So says Daryl Montgomery (www.nyinvestingmeetup.blogspot.com) in edited excerpts from an article* which Lorimer Wilson, editor of www.munKNEE.com (Your Key to Making Money!), has edited ([ ]), abridged (…) and reformatted below for the sake of clarity and brevity to ensure a fast and easy read. The author’s views and conclusions are unaltered and no personal comments have been included to maintain the integrity of the original article. Please note that this paragraph must be included in any article re-posting to avoid copyright infringement.
Montgomery goes on to say, in part:
Britain shocked the markets this week when it reported an inflation rate of 5.2% for September. This was up from 4.5% the previous month and well above government projections. The only surprising thing about the UK inflation rate is that the official rate is so low given the amount of money printing done through quantitative easing in 2009 and 2010. Despite the low growth and high inflation that has resulted from it, the Bank of England (BOE) has just started another round of QE. BOE Governor Mervyn King recently stated, “Without monetary stimulus — low interest rates and large asset purchases — there is a risk that growth will stall and inflation fall below our symmetric 2 percent target.” As of September, the UK inflation rate has been above the bank’s target rate for 22 months in a row…
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EU (European Union)
Inflation is also rising elsewhere as well. On the European continent, the official EU rate rose from 2.5% in August to 3.0% in September. GDP increased by 0.2% there in the second quarter.
China’s September inflation rate was 6.1% with food prices increasing at 13.4%. The price of necessities is rising faster there than the price of other goods. This is a common pattern in a number of countries.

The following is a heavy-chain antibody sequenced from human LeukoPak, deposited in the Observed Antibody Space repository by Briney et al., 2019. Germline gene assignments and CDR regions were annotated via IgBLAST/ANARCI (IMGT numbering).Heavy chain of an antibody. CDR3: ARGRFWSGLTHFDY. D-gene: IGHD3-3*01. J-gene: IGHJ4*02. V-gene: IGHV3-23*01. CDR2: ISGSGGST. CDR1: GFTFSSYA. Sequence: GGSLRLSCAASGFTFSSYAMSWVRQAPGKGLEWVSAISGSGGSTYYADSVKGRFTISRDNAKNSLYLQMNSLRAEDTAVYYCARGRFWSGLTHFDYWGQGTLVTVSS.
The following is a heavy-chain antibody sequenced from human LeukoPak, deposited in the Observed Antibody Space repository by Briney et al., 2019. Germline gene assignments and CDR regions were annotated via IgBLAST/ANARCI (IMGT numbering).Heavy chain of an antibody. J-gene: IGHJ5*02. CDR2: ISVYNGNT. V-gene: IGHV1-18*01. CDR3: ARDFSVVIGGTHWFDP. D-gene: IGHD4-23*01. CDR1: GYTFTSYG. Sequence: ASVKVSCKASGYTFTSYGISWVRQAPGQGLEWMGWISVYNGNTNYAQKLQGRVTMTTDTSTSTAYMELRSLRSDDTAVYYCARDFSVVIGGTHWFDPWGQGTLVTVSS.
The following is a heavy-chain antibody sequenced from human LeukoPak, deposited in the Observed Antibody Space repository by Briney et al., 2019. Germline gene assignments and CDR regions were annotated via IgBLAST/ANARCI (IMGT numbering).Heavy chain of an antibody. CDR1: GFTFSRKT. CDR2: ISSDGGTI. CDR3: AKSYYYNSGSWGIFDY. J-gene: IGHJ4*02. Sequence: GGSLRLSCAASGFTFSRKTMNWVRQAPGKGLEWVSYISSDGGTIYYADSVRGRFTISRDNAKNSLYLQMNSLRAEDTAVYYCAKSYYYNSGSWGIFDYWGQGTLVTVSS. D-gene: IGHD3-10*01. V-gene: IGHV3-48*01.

In India the yearly inflation rate was 9.0% in August.
According to the CPI consumer prices for September indicated a 3.9% year over year rise. This rate severely underestimates actual inflation.
According to the alternative numbers produced by Shadow Stats, the current U.S. inflation rate is approximately 11% (Shadow Stats calculates its numbers with the formulas utilized by the U.S. government in the 1970s and this is the only way to get valid comparisons of U.S. inflation numbers across time).
Official U.S. GDP growth for the second quarter of 2011 was 1.3% — well below even the government’s reported inflation rate.[Canada
Statistics Canada have reported that consumer prices rose by 3.25 in September, led by higher prices for gasoline and food, up from an annual inflation rate of 3.1% in August. The core rate – stripping out volatile items including some food and energy products – was 2.2% on an annual basis (up from 1.9% in August) which is the largest year-over-year gain since December 2008.]
Even though a clear picture of stagflation is emerging globally, expect this to be continually denied by mainstream news sources. Even yesterday in its reporting on U.S. producer prices, one of the major news services stated, “the strong rise in wholesale prices last month is unlikely to prompt a broad increase in inflation pressures given the weak economy.” This is actually pure misinformation. There is a long, long history of high inflation throughout the world during periods of low economic growth or even severe decline. One of the most recent cases historically was in the 1970s when inflation skyrocketed in 1974 during the worst economic downturn since the 1930s depression. Both Fed Chair Ben Bernanke and BOE Governor Mervyn King were around at that time, but apparently can’t seem to recall it.
Perhaps if central bankers had better memories, they wouldn’t be repeating the mistakes of the past today.